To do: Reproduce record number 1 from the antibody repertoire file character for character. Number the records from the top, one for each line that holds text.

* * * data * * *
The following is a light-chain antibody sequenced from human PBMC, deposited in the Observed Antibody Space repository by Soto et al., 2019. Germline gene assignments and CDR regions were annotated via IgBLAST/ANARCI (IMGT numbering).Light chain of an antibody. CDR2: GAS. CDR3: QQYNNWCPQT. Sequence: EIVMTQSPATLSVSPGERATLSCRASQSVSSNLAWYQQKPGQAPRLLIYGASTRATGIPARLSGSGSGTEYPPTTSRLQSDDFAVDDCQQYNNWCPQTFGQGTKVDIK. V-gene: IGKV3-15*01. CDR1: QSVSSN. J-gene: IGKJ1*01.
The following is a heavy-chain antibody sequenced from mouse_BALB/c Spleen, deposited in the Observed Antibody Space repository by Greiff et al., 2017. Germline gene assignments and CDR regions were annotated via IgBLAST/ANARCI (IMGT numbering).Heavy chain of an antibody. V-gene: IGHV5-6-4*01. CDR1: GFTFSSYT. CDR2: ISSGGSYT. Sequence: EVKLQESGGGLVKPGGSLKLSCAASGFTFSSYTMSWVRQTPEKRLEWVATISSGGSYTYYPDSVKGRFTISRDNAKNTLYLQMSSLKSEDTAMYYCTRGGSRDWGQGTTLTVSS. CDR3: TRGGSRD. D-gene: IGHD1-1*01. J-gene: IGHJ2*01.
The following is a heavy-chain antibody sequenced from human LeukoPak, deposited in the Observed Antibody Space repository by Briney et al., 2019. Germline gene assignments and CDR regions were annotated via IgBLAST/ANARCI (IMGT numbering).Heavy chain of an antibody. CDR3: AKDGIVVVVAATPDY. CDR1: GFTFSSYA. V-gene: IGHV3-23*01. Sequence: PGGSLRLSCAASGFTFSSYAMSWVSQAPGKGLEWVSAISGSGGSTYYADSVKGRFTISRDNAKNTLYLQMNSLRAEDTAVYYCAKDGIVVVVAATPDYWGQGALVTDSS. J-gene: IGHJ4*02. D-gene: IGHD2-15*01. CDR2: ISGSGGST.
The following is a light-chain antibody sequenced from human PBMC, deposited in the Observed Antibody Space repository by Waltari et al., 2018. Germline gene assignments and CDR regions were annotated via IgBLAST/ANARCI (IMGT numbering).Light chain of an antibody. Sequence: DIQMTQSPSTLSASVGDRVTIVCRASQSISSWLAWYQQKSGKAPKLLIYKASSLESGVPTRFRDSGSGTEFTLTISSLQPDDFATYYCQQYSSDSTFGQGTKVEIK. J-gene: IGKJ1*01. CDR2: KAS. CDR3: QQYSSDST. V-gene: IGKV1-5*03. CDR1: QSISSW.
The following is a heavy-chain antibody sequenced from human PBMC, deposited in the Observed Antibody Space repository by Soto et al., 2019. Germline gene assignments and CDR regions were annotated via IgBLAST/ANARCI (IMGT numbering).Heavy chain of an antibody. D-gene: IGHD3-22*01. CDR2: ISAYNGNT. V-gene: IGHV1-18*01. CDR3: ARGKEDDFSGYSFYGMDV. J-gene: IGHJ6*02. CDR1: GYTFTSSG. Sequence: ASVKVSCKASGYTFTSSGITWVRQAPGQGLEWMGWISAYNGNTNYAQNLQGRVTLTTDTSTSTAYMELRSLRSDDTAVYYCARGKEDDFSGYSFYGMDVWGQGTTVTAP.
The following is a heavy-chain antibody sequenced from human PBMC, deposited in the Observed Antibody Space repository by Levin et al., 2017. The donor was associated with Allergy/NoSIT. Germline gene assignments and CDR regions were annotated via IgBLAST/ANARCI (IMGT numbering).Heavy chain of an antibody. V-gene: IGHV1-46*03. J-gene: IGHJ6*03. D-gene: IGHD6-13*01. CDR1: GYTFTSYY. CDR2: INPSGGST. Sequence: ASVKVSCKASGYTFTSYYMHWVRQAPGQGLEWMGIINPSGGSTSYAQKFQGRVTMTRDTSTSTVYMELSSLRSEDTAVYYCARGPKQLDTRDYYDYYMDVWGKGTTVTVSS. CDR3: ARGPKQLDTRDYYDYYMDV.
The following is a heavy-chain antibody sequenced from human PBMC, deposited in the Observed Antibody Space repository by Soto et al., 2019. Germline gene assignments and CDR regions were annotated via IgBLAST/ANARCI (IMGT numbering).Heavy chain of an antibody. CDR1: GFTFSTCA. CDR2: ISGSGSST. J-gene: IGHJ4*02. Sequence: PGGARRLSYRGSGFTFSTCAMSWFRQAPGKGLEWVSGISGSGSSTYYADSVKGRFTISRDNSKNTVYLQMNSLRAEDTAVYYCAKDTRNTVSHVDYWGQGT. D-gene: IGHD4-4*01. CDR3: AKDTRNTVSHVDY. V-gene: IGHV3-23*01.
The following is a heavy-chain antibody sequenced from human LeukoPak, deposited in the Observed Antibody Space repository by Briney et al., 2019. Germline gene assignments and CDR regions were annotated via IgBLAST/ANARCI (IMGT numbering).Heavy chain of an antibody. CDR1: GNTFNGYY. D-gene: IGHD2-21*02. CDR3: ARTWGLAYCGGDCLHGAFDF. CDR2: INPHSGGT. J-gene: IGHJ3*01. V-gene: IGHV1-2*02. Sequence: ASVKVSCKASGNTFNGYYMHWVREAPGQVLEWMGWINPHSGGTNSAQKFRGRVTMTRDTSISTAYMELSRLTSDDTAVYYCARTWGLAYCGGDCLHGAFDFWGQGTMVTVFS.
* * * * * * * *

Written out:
The following is a light-chain antibody sequenced from human PBMC, deposited in the Observed Antibody Space repository by Soto et al., 2019. Germline gene assignments and CDR regions were annotated via IgBLAST/ANARCI (IMGT numbering).Light chain of an antibody. CDR2: GAS. CDR3: QQYNNWCPQT. Sequence: EIVMTQSPATLSVSPGERATLSCRASQSVSSNLAWYQQKPGQAPRLLIYGASTRATGIPARLSGSGSGTEYPPTTSRLQSDDFAVDDCQQYNNWCPQTFGQGTKVDIK. V-gene: IGKV3-15*01. CDR1: QSVSSN. J-gene: IGKJ1*01.